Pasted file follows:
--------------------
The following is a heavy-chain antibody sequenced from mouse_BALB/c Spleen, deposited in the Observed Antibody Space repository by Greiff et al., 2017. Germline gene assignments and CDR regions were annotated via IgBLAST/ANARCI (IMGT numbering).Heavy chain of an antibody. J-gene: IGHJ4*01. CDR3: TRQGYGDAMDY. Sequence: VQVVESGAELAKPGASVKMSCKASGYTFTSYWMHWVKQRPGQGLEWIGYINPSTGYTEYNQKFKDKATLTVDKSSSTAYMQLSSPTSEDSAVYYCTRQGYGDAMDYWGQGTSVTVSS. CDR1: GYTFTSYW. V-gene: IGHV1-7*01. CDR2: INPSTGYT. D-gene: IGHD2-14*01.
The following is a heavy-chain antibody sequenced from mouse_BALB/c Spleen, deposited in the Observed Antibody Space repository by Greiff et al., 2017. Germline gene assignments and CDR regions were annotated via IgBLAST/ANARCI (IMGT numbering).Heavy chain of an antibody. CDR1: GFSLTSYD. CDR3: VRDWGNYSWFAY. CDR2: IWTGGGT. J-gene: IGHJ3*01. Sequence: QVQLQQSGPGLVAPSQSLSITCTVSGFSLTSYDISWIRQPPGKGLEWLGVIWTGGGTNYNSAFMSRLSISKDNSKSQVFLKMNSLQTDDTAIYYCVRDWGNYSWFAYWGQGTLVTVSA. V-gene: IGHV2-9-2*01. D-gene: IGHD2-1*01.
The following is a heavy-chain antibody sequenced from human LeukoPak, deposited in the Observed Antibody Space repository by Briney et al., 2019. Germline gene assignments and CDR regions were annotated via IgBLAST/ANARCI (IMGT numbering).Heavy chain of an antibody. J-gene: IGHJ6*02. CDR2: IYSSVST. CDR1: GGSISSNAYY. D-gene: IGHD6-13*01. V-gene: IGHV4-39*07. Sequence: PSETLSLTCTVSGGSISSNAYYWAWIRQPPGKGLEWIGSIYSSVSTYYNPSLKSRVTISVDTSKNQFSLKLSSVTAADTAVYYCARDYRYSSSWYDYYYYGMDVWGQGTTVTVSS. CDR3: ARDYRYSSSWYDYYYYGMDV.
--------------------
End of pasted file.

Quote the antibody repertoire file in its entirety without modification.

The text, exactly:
The following is a heavy-chain antibody sequenced from mouse_BALB/c Spleen, deposited in the Observed Antibody Space repository by Greiff et al., 2017. Germline gene assignments and CDR regions were annotated via IgBLAST/ANARCI (IMGT numbering).Heavy chain of an antibody. J-gene: IGHJ4*01. CDR3: TRQGYGDAMDY. Sequence: VQVVESGAELAKPGASVKMSCKASGYTFTSYWMHWVKQRPGQGLEWIGYINPSTGYTEYNQKFKDKATLTVDKSSSTAYMQLSSPTSEDSAVYYCTRQGYGDAMDYWGQGTSVTVSS. CDR1: GYTFTSYW. V-gene: IGHV1-7*01. CDR2: INPSTGYT. D-gene: IGHD2-14*01.
The following is a heavy-chain antibody sequenced from mouse_BALB/c Spleen, deposited in the Observed Antibody Space repository by Greiff et al., 2017. Germline gene assignments and CDR regions were annotated via IgBLAST/ANARCI (IMGT numbering).Heavy chain of an antibody. CDR1: GFSLTSYD. CDR3: VRDWGNYSWFAY. CDR2: IWTGGGT. J-gene: IGHJ3*01. Sequence: QVQLQQSGPGLVAPSQSLSITCTVSGFSLTSYDISWIRQPPGKGLEWLGVIWTGGGTNYNSAFMSRLSISKDNSKSQVFLKMNSLQTDDTAIYYCVRDWGNYSWFAYWGQGTLVTVSA. V-gene: IGHV2-9-2*01. D-gene: IGHD2-1*01.
The following is a heavy-chain antibody sequenced from human LeukoPak, deposited in the Observed Antibody Space repository by Briney et al., 2019. Germline gene assignments and CDR regions were annotated via IgBLAST/ANARCI (IMGT numbering).Heavy chain of an antibody. J-gene: IGHJ6*02. CDR2: IYSSVST. CDR1: GGSISSNAYY. D-gene: IGHD6-13*01. V-gene: IGHV4-39*07. Sequence: PSETLSLTCTVSGGSISSNAYYWAWIRQPPGKGLEWIGSIYSSVSTYYNPSLKSRVTISVDTSKNQFSLKLSSVTAADTAVYYCARDYRYSSSWYDYYYYGMDVWGQGTTVTVSS. CDR3: ARDYRYSSSWYDYYYYGMDV.